By DONOVAN HARRELL
The Faculty Assembly decided on Jan. 8, that an ad hoc committee should be formed to fully examine Pitt’s existing smoking and tobacco-use policies and the overall need for making the University smoke- and tobacco-free.
This recommendation, brought by the Benefits and Welfare Committee, follows a few months of discussion about a draft policy on a smoke- and tobacco-free campus, which has faced pushback from some on the committee.
The draft policy — created by a group of Pitt faculty, staff and students in 2016, according to Senate President Chris Bonneau — called for a prohibition on using, selling or distributing and advertising tobacco products, including e-cigarettes/vaporizers, at “all facilities and on all University property.”
Pitt’s current policy, which has been in effect since 2007, prohibits smoking within 15 feet of “primary entrances” to University-owned buildings and establishes designated smoking areas.
In addition, it calls for University faculty, staff and students to make a “good faith” effort to make sure people are not violating this policy.
The Benefits and Welfare Committee believed that neither the draft policy nor the existing policy “establishes an enforceable plan that protects the diverse self-interests of individuals and the shared interest of the University community related to the health risks of smoking,” according to the committee’s recommendation.
The recommendation calls for an ad hoc committee, which would report to the Benefits and Welfare Committee, to be formed.
This ad hoc committee would perform several duties, including defining and quantifying Pitt’s secondhand smoke problems; reviewing the University’s existing education efforts relating to tobacco use; examining Pitt’s smoking cessation services; developing ideas for enforcing Pitt’s current smoking policy; and considering the varied viewpoints, services and policies on this topic throughout the University.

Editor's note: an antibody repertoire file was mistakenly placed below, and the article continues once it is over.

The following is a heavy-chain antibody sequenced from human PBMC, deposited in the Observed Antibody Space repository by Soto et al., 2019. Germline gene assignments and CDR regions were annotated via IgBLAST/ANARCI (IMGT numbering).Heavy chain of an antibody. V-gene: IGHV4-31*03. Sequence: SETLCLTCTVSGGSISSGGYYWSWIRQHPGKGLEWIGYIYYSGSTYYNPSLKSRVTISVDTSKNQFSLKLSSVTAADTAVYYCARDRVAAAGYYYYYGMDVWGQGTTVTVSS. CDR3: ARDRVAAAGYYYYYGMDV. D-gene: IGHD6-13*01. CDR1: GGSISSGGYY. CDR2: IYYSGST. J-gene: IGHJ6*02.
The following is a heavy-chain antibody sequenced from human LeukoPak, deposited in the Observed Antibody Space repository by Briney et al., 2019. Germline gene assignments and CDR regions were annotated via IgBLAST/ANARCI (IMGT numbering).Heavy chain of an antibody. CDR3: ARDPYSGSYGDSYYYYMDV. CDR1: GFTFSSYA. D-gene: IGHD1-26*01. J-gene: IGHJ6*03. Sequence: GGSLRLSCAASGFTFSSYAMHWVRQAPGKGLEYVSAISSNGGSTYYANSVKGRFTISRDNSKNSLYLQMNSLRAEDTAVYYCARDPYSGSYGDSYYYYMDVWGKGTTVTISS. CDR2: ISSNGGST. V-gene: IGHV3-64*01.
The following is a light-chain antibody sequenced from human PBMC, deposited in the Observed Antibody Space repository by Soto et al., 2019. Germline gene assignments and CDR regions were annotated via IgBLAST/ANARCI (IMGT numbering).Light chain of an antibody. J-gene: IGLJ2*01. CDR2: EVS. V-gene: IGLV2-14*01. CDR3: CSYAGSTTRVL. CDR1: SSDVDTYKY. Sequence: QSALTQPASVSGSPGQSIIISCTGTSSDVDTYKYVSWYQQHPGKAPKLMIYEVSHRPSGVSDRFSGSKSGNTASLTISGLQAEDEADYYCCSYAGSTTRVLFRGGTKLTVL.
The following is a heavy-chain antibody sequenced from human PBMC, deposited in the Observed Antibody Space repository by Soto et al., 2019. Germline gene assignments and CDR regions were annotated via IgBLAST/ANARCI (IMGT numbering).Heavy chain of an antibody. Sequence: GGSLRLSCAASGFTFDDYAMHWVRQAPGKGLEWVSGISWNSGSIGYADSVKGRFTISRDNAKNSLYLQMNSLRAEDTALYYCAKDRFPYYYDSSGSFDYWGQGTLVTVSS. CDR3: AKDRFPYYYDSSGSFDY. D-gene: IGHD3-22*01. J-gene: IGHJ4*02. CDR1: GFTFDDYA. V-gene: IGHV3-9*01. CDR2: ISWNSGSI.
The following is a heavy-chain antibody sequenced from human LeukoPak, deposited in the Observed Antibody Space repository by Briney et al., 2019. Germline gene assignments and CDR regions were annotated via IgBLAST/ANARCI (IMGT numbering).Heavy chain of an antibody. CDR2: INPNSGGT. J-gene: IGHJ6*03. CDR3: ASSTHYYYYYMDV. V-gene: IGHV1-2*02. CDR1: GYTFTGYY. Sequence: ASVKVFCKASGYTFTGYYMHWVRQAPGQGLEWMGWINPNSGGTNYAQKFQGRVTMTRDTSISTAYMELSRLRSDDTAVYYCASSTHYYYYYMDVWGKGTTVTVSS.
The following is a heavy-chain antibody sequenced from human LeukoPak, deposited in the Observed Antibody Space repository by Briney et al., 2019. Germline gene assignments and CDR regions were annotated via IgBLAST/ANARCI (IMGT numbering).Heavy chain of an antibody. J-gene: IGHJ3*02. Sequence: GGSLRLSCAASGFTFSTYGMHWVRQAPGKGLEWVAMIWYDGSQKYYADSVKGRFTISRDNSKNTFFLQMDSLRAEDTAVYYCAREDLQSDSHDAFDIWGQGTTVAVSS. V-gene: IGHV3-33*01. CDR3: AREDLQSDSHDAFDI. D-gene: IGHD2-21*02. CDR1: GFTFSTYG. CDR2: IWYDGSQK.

In a brief comment period after Linda Tashbook, chair of the Benefits and Welfare Committee, presented the motion, Ben Bratman, a professor of legal writing with Pitt Law, called the proposed smoke- and tobacco-free policy “patronizing ... utterly ill-conceived and impractical.”
Abbe de Vallejo, an associate professor of pediatrics and immunology in the School of Medicine, said he agreed that an ad hoc committee was needed, but added that Pitt needs to take a firm stance against smoking.
Both Bratman and de Vallejo asked Tashbook, an adjunct professor in the School of Law, what the University administration’s stance is on smoking and tobacco use on campus.
“Well that’s what we’re kind of asking for — is for a fuller and clearer stance on this,”
The resolution to create the ad hoc committee passed with two votes in opposition and one abstention. It will head to the Senate Council next for consideration.
Update on NTS and PT faculty policies
Tom Songer, an assistant professor of epidemiology and member of the standing Faculty Affairs Committee, then presented an update that outlined progress made with several concerns from non-tenure stream (NTS) and part-time (PT) faculty.
Songer said he and other committee members worked closely with the Office of the Provost to get clear updates on the progress Pitt has made with regards to the 2015 NTS and 2017 PT & NTS ad hoc committees’ reports.
According to the Faculty Affairs Committee update, there were seven main areas to be addressed:
1. Clear and accessible policies within units
2. Promotion and career tracks
3. Incentive structures
4. Strengthen review process
5. Review decision-making processes of academic units
6. Orientation process with timely access to resources
7. Reasonable appointment times and compensation when possible for cancelled courses.
One of the notable changes made includes the ability for NTS faculty to be eligible for emeritus status. Progress on incentive structures and review decision-making processes of academic units are still to be determined.
“Generally, I think it’s important to communicate that there has been some response to, and particularly, good response to recommendations,” Songer said. “But (this) is an ongoing process.”
A full summary from the Office of the Provost can be found here, and the full Faculty Affairs Committee report can be found here. In addition, links to NTS faculty promotion and tenure policies and guidelines, as of November 2018, can be found here.
Faculty Assembly also passed a motion on new governance structures for information technology. Find a related story here.
Donovan Harrell is a writer for the University Times. Reach him at email@example.com or 412-383-9905.